Patterson, 67, acknowledges that some in his family didn’t even want to talk about their history.

“I found out why,” he said. “Some of my folks just point-blank said, ‘I am not African,’ because they were more concerned about where we were going than where we came from. I think some of them were ashamed of how we got here, that they were treated like cattle, subhuman because of their African roots.”

Patterson has been taken out on the water’s edge to the place where the stolen Africans were disembarked in snake- and alligator-infested waters, in danger of wild animals at night while their captors hid them in darkness. Their kidnappers burned the ship to hide their crime because it was illegal in 1860 to transport Africans from their homeland for the purpose of slavery. Patterson said his ancestor and his shipmates “watched them burn the boat.”

“That had to be terrifying,” he said, “to watch the only thing you knew could get you back home being destroyed.”

Patterson said he would like to hear from the Meaher family, whose ancestor reportedly made a bet that he could secretly import Africans to America to become slaves.

“They should at least say something, … like, ‘We sincerely regret what happened with our relatives, that they stacked 110 men, women, and children on top of each other in unspeakable conditions,’” Patterson said.

Timothy Meaher, a wealthy river captain and plantation owner, reportedly made a bet in 1858 that he could bring 100 slaves from Africa and sneak them into the country, despite the 1808 federal law that made it illegal to import new slaves into the U.S. The legacy now, Patterson said, is making sure the children of the descendants fully embrace their history, all of it, even though their ancestors wanted to forget the past.

“That’s what Mobile County Training School was all about,” he said of the community school that produced some of the area’s strongest students, educators, and athletes. “We were taught to be men and women of character. [Our instructors] were more concerned about our future than how we got here.”

Mobile County Training School originally opened its doors in 1880 as a school—funded in part by Sears and Roebuck President Julius Rosenwald and renowned educator Booker T. Washington, who founded the Tuskegee Institute—for the children of the freed slaves who arrived on the Clotilda.

The Residents

Ballard, 83, a lifelong resident of Africatown, said she is happy the Clotilda finding is bringing some sense of peace, contentment, and closure for the descendants. She plans to check her own DNA to see if she herself might be one.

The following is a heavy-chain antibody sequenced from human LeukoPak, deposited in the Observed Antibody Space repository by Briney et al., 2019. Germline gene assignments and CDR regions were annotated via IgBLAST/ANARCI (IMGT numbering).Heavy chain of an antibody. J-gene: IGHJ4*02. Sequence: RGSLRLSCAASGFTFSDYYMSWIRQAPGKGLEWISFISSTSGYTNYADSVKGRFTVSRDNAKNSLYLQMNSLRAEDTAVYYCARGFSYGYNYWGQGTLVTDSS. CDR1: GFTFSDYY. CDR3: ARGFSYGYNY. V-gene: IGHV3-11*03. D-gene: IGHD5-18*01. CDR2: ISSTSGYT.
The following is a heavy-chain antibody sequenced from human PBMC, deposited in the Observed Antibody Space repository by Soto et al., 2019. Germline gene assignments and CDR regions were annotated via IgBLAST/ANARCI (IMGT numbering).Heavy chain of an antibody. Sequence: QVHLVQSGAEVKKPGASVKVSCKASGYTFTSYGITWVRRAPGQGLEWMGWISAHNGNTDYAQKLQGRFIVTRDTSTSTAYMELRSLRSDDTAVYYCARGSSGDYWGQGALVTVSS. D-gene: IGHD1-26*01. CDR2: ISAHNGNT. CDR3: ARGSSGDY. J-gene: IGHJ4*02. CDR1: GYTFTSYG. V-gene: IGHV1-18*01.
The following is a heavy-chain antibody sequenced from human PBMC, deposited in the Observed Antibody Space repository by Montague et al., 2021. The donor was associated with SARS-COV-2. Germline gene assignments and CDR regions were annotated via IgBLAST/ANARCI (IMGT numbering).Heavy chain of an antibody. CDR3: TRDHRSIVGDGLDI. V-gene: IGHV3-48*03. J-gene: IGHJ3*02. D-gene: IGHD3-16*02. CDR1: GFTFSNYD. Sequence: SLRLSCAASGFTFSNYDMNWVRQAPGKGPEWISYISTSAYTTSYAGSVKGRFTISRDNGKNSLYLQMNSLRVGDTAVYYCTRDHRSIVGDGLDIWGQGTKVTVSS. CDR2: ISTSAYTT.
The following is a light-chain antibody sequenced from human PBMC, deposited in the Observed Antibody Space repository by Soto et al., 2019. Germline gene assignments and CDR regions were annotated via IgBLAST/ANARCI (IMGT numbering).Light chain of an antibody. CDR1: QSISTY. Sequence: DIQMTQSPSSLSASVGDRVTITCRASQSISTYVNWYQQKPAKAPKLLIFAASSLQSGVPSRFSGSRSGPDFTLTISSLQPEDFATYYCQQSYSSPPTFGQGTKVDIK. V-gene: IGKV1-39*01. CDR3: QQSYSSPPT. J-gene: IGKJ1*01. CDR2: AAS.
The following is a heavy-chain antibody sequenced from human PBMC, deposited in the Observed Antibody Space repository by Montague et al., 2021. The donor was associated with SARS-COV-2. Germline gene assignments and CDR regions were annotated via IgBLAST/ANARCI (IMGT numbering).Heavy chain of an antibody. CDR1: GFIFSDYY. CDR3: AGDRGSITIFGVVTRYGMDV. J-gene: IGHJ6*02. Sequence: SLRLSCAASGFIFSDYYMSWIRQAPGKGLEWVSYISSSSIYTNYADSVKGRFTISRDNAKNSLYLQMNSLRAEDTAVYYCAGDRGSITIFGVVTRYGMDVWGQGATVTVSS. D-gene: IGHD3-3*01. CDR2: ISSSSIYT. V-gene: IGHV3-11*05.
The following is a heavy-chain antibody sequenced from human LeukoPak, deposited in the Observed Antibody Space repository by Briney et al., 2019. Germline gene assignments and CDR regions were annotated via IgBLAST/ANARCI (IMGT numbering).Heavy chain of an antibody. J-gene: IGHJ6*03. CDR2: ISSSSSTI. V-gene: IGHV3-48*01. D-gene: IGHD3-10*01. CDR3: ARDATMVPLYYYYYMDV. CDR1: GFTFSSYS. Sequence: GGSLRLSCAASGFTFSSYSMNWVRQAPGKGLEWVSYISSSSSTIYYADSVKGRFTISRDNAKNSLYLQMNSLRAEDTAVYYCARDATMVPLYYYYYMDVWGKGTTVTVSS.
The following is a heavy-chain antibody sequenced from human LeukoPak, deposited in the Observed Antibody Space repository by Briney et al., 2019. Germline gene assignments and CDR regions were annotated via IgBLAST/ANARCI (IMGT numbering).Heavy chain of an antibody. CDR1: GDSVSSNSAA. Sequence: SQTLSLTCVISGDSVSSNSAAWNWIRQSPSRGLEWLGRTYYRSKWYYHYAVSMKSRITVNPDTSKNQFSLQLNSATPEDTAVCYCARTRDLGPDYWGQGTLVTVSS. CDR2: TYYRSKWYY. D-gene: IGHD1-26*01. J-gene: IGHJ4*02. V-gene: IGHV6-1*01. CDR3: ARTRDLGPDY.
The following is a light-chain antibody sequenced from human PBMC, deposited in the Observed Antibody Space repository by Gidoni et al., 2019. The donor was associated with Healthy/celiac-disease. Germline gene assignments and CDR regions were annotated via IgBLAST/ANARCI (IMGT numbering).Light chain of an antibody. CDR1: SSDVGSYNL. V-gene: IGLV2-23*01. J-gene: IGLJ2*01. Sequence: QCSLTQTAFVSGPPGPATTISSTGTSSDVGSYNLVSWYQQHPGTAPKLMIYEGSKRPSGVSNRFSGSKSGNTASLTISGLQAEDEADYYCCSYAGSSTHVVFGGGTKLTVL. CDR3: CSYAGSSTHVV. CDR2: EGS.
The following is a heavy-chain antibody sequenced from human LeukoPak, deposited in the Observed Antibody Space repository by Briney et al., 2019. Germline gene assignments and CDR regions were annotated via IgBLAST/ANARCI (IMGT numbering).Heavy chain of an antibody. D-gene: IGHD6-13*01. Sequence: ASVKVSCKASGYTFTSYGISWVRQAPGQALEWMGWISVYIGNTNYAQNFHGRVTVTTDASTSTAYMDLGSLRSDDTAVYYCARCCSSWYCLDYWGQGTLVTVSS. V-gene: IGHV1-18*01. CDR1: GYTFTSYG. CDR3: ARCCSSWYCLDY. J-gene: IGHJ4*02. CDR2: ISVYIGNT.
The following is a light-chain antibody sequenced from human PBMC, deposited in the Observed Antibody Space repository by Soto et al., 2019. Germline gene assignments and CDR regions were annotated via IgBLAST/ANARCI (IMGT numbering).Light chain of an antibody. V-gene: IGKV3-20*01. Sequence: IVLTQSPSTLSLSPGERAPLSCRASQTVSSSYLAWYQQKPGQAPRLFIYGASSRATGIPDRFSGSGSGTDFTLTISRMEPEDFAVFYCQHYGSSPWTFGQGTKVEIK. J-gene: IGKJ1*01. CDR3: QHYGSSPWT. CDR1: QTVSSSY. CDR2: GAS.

“A lot of people have called me claiming to be descendants, wanting to know when they are going to get their money and land. I never realized how many descendants there were, considering how some wanted no part of being African. Now, they are direct descendants. It’s amazing,” she said with a laugh.

The current condition of her community is no laughing matter, though. Ballard, deeply concerned about potential environmental hazards, became an environmental activist with other current and former Africatown residents in a lawsuit over possible industrial contamination. She suspects that the heavy industries that have operated for decades in the area have had some role to play in the cancer that has ravaged her siblings, in a family with no prior history of the deadly disease, she said.

Ballard remembers that the mills discharged a soot that would leave brown spots on clean clothes hanging out to dry and corrode paint off of cars: “It was nothing nice,” she said.

When the mills closed, they took the community’s vibrancy with them. Young people graduated, went to the military, and never came back.

Ballard remembers an Africatown that was healthy and vibrant. Residents rarely needed to leave their community because it was self-sustaining. There were multiple grocery stores, a fish market, clothing stores, ice cream parlors, a movie theater, doctors’ offices, two post offices, and thousands of residents who worked at the nearby paper mills. She also hopes the Clotilda find will lead to community revitalization.

“If this becomes a tourist area, it would encourage them to clean up the area, fix some of the roads, and make some businesses want to locate here,” Ballard said. “I am interested in revitalizing the community. Yes, we need a museum. When tourists come in, where are they going to go? The story needs to be told, and it needs to be told accurately.”

Like Ballard, Anderson Flen grew up in Africatown. He fondly recalls a childhood when everyone helped each other a place where water was essential to life for fishing and drinking, where the Mobile County Training School and Union Baptist Church—founded by Cudjoe Lewis, Charlie Lewis, Peter Lee, Ossie Keeby, and other Clotilda Africans—were essential to community life.

Every space told a story, said Flen, 68, referring to the number of vacant lots in Africatown where houses used to be.